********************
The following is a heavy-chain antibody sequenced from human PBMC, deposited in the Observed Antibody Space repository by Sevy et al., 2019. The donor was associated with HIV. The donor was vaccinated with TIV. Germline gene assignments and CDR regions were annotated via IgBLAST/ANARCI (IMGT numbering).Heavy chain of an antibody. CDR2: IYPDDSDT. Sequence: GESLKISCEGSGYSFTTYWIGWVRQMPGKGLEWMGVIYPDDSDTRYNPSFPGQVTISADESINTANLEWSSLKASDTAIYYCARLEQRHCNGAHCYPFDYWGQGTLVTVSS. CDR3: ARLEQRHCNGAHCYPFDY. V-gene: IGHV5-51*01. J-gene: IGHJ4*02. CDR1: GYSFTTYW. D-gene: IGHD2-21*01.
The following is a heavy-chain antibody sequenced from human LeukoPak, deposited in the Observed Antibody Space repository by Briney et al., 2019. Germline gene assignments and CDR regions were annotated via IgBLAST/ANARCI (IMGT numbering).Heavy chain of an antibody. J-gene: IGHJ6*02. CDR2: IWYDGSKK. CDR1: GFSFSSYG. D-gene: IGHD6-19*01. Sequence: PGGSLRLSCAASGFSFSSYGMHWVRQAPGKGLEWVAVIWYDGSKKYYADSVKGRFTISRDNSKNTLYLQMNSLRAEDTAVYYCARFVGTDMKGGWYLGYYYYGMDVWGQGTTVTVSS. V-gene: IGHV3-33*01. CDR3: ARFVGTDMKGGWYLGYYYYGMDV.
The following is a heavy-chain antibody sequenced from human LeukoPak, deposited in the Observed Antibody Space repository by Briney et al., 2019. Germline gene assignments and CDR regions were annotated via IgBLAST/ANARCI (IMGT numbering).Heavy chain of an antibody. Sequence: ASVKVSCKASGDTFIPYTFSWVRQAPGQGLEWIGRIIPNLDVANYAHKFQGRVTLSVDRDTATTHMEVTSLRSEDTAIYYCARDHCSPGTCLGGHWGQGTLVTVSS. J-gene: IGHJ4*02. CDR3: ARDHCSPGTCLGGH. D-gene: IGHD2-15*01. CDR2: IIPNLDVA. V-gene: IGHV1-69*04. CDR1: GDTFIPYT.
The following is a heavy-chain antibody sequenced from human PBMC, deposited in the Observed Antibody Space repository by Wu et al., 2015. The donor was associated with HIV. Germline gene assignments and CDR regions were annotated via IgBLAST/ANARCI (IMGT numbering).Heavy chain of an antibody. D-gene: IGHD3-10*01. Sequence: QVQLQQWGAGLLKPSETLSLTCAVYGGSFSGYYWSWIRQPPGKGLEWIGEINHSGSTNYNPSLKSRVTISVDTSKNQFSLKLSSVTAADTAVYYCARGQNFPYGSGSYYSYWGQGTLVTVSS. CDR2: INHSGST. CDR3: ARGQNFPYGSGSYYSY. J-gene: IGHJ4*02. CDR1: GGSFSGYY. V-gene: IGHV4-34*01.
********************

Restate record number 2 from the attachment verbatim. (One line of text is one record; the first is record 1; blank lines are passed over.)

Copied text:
The following is a heavy-chain antibody sequenced from human LeukoPak, deposited in the Observed Antibody Space repository by Briney et al., 2019. Germline gene assignments and CDR regions were annotated via IgBLAST/ANARCI (IMGT numbering).Heavy chain of an antibody. J-gene: IGHJ6*02. CDR2: IWYDGSKK. CDR1: GFSFSSYG. D-gene: IGHD6-19*01. Sequence: PGGSLRLSCAASGFSFSSYGMHWVRQAPGKGLEWVAVIWYDGSKKYYADSVKGRFTISRDNSKNTLYLQMNSLRAEDTAVYYCARFVGTDMKGGWYLGYYYYGMDVWGQGTTVTVSS. V-gene: IGHV3-33*01. CDR3: ARFVGTDMKGGWYLGYYYYGMDV.